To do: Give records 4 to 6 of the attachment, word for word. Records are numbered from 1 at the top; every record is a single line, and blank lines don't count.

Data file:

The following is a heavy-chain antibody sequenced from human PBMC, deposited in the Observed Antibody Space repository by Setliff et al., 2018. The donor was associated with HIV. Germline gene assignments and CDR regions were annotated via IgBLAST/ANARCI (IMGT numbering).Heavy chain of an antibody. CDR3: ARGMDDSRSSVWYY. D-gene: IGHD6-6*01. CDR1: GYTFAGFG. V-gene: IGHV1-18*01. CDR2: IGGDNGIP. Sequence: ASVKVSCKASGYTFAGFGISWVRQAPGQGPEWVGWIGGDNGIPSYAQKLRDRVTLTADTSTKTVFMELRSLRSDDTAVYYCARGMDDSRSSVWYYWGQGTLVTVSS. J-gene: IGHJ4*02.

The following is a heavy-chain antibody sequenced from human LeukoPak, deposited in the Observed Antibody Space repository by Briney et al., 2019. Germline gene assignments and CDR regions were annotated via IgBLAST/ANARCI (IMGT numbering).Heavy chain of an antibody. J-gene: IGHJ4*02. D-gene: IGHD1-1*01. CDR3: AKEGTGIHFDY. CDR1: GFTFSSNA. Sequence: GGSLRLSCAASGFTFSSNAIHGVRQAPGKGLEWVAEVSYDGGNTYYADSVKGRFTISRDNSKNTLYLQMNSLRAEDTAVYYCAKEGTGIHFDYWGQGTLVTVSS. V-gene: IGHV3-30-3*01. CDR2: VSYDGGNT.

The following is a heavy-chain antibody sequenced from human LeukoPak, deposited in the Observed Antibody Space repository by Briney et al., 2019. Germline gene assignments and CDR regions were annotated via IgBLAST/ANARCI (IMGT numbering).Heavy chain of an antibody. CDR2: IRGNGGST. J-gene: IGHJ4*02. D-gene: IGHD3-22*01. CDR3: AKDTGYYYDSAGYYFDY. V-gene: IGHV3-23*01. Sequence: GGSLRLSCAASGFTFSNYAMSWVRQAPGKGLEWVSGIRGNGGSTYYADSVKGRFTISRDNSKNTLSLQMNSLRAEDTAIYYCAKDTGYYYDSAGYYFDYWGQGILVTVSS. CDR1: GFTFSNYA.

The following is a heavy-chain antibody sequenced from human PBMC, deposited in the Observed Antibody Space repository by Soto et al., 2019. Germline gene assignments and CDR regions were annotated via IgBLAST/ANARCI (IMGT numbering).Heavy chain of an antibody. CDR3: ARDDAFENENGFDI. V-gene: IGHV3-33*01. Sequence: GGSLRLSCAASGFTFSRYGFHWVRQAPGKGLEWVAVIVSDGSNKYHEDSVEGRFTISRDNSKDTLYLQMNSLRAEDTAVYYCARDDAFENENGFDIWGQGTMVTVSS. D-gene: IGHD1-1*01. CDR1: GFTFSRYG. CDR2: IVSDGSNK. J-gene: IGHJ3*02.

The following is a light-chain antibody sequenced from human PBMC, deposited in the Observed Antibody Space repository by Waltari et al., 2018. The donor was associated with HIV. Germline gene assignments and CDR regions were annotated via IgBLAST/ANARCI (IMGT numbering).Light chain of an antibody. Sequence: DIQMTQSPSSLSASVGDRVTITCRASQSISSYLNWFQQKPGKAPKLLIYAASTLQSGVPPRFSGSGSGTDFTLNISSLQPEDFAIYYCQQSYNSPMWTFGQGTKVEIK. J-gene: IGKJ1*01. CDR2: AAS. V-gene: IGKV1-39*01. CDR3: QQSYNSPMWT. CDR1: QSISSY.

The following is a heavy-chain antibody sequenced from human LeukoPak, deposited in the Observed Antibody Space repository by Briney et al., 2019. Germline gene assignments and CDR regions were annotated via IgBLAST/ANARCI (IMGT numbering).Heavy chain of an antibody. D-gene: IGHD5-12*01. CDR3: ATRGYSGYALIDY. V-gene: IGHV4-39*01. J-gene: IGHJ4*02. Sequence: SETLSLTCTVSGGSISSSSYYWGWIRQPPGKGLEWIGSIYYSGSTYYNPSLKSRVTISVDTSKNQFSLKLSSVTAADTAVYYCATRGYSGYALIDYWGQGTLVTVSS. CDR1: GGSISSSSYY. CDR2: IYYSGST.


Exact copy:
The following is a heavy-chain antibody sequenced from human PBMC, deposited in the Observed Antibody Space repository by Soto et al., 2019. Germline gene assignments and CDR regions were annotated via IgBLAST/ANARCI (IMGT numbering).Heavy chain of an antibody. CDR3: ARDDAFENENGFDI. V-gene: IGHV3-33*01. Sequence: GGSLRLSCAASGFTFSRYGFHWVRQAPGKGLEWVAVIVSDGSNKYHEDSVEGRFTISRDNSKDTLYLQMNSLRAEDTAVYYCARDDAFENENGFDIWGQGTMVTVSS. D-gene: IGHD1-1*01. CDR1: GFTFSRYG. CDR2: IVSDGSNK. J-gene: IGHJ3*02.

The following is a light-chain antibody sequenced from human PBMC, deposited in the Observed Antibody Space repository by Waltari et al., 2018. The donor was associated with HIV. Germline gene assignments and CDR regions were annotated via IgBLAST/ANARCI (IMGT numbering).Light chain of an antibody. Sequence: DIQMTQSPSSLSASVGDRVTITCRASQSISSYLNWFQQKPGKAPKLLIYAASTLQSGVPPRFSGSGSGTDFTLNISSLQPEDFAIYYCQQSYNSPMWTFGQGTKVEIK. J-gene: IGKJ1*01. CDR2: AAS. V-gene: IGKV1-39*01. CDR3: QQSYNSPMWT. CDR1: QSISSY.

The following is a heavy-chain antibody sequenced from human LeukoPak, deposited in the Observed Antibody Space repository by Briney et al., 2019. Germline gene assignments and CDR regions were annotated via IgBLAST/ANARCI (IMGT numbering).Heavy chain of an antibody. D-gene: IGHD5-12*01. CDR3: ATRGYSGYALIDY. V-gene: IGHV4-39*01. J-gene: IGHJ4*02. Sequence: SETLSLTCTVSGGSISSSSYYWGWIRQPPGKGLEWIGSIYYSGSTYYNPSLKSRVTISVDTSKNQFSLKLSSVTAADTAVYYCATRGYSGYALIDYWGQGTLVTVSS. CDR1: GGSISSSSYY. CDR2: IYYSGST.